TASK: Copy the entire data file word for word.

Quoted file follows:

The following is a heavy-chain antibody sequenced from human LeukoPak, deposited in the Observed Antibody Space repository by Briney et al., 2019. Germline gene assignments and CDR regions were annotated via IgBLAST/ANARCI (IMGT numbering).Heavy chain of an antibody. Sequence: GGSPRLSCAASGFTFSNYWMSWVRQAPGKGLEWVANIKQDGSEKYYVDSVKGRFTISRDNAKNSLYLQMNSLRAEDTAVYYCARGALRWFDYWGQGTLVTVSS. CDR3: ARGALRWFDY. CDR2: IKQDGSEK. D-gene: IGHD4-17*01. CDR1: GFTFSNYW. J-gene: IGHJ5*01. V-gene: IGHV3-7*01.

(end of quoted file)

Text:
The following is a heavy-chain antibody sequenced from human LeukoPak, deposited in the Observed Antibody Space repository by Briney et al., 2019. Germline gene assignments and CDR regions were annotated via IgBLAST/ANARCI (IMGT numbering).Heavy chain of an antibody. Sequence: GGSPRLSCAASGFTFSNYWMSWVRQAPGKGLEWVANIKQDGSEKYYVDSVKGRFTISRDNAKNSLYLQMNSLRAEDTAVYYCARGALRWFDYWGQGTLVTVSS. CDR3: ARGALRWFDY. CDR2: IKQDGSEK. D-gene: IGHD4-17*01. CDR1: GFTFSNYW. J-gene: IGHJ5*01. V-gene: IGHV3-7*01.